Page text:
By Soledad O'Brien
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NEW YORK (CNN) -- What better way to tell the story of where New Orleans is going than through the eyes of young people? I've been grappling with ways to talk about the future of the city. Finally it dawned on me: Hand out cameras to young "reporters."
Almost 180,000 students were registered in New Orleans public schools before Katrina, according to the Louisiana Department of Education. As of October 2006, that number was down to 108,000.
I flew down to New Orleans after the show last week to hand out top-of-the- line DV cameras and to introduce the students to a man who knows a little something about directing, Spike Lee. Spike is like a rock star in New Orleans, because of his acclaimed documentary "When the Levees Broke" and because, well, he's Spike Lee. (Watch Spike Lee talk to New Orleans kids about recovering from Katrina )
At age 12, Sophie Boudreaux is the youngest of our group. She seems quiet and shy, until she suddenly blurts out something incredibly thoughtful about her goals for telling her story. She wants to explore why people have forgotten about New Orleans. Sophie used to live on Florida Street in St. Bernard Parish, a street where I spent a lot of time reporting right after the storm. It's a street where some of the homes were blown off their foundations; the hurricane resembled a tornado on one corner. Florida Street is also where we've returned to do more stories lately. Some homeowners have been coming back and rebuilding, in some cases, without any insurance money to help them out. Sophie says she wants to show people exactly how she survived the storm.
When I asked if their stories would be "overwhelmingly hopeful or overwhelmingly negative," I was surprised at the quick response, 15-year-old Deshawn Dabney said "overwhelmingly hopeful," and all the other students murmured in agreement. Deshawn lives with his mother, grandmother and uncle in a crowded, rundown, two-room apartment around the corner from the destroyed house his grandmother owns. Money is tight; repairs are brutally slow-going. The family is currently relying on church volunteers to patch and paint and wire their home. Still, he is hopeful.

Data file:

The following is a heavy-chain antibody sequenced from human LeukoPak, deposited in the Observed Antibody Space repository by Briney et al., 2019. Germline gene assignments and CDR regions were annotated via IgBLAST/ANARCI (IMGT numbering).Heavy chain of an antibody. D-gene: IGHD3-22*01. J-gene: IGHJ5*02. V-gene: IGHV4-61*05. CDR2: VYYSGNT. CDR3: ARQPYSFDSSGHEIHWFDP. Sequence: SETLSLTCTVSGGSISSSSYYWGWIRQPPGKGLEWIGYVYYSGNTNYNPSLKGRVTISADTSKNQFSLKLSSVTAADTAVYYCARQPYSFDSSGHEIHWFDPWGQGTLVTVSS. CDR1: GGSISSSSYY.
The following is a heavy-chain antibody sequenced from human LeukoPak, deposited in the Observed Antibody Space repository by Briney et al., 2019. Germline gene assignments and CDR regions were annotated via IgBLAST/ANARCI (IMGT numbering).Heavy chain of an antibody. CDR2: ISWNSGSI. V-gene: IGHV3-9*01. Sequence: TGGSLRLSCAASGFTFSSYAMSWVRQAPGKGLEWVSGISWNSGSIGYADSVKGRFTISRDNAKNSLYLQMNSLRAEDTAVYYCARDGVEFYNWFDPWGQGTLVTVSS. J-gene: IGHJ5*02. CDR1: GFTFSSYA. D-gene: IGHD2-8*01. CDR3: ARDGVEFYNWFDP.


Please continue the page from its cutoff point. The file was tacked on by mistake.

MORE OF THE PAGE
Spike asked the kids if they saw the President's State of the Union address, almost all of them had. Deshawn said the president "didn't say anything about the hurricane, nothing about building more levees or sending money down here to help rebuild the Gulf Coast. He didn't even mention us, not one word."
Arianna Cassar, 17, told me, "I actually want to retrace the steps that I did when I evacuated." She lives near Baton Rouge, Louisiana, now, and her parents drive her to and from high school in Chalmette, Louisiana. That's about a 130-mile round-trip. Every day.
Darold Alexander, 15, tells us he already knows 10 or 15 people with Katrina stories he wants to tell. Brandon Franklin, 19, says he wants to "show guys what I used to do, prior to Katrina, catch all that, as it is now, you know, still shut down and nothing popping."
These are kids, but they're old souls, even beyond Katrina and the recovery. Jerell Edgerson says, "At times, it feels like I'm 16 and I'm on my own." She and her mom are very close, but her mom stayed in Atlanta, where there's housing and stability. Jerell felt it was important to finish high school in New Orleans. She's living with a family friend and was chosen for a Mudd jeans ad for what she wrote to the company about Katrina. She calls the modeling work a "blessing" of Katrina.
What will their stories reveal? What lies ahead for these kids who are so hopeful, and yet, at times, seem so worn out by all they've been through? The tape will tell. Sophie, our 12-year-old, says she wants to show us her home, which they're in the process of rebuilding.
Spike had some advice for the kids: "Just go out and shoot. ... Tape is cheap."
I can't wait to see these kids take his advice. I can't wait to see what these kids and their DV cameras capture. I can't wait to be surprised.
Soledad O'Brien and Spike Lee talk with New Orleans students about taping their post-Katrina experiences.
BEHIND THE SCENESIn our Behind the Scenes series, CNN correspondents and anchors share their experiences covering the news and analyze the stories behind events.
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